There are two ludicrous facts about this situation: first, that zoning cares about the distinction between fast and fine dining; and second that the supposedly progressive city of Cambridge is forcing business owners to supply parking.
Cambridge is notable because they added parking maximums to their zoning code, and sought to limit the number of spaces. However, they did not remove minimum parking requirements, only reduced them. But that is still bad for small businesses like Dwelltime, which thrive on local residents and passing pedestrians. What are they supposed to do? Buy another building, raze it to the ground, and cover it in asphalt, so that they can satisfy some ridiculous requirement? That would be an incredibly destructive and perverse outcome for the city to force on everyone.
This Article 6.000 requires development of adequate parking facilities to meet the reasonable needs of all building and land users without establishing regulations which unnecessarily encourage automobile usage. The parking standards contained herein are intended to encourage public transit, bicycle usage and walking in lieu of automobiles where a choice of travel mode exists.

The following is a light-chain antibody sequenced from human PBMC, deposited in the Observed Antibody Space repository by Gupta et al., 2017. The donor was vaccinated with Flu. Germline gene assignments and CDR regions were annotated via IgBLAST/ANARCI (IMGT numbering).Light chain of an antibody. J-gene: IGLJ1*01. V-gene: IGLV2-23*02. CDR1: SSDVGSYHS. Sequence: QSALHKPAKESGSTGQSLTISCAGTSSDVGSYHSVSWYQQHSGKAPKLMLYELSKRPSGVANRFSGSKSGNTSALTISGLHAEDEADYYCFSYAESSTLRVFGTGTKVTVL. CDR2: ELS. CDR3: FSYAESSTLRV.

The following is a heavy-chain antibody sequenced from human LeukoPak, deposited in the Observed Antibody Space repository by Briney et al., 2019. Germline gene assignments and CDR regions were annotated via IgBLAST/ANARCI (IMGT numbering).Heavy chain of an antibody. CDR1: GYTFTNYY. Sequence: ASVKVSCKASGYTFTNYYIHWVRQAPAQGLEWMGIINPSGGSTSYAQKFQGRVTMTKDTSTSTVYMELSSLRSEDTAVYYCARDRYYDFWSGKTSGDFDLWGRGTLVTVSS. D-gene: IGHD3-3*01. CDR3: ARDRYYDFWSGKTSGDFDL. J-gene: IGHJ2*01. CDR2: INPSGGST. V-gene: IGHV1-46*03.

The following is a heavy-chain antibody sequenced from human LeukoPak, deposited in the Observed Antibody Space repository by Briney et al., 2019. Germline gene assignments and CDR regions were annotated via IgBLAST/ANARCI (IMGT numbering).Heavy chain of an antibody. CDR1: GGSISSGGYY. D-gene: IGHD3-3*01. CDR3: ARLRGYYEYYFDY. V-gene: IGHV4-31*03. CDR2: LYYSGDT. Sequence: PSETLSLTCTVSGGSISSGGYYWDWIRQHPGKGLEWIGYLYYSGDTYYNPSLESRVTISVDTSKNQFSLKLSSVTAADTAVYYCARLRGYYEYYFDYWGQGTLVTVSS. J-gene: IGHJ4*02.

Perhaps this café will be able to acquire a special permit, but this should not have been an issue in the first place. It is time for Cambridge to actually live up to the intent stated in Article 6.000 and take the step of eliminating all minimum parking requirements, and letting small businesses flourish.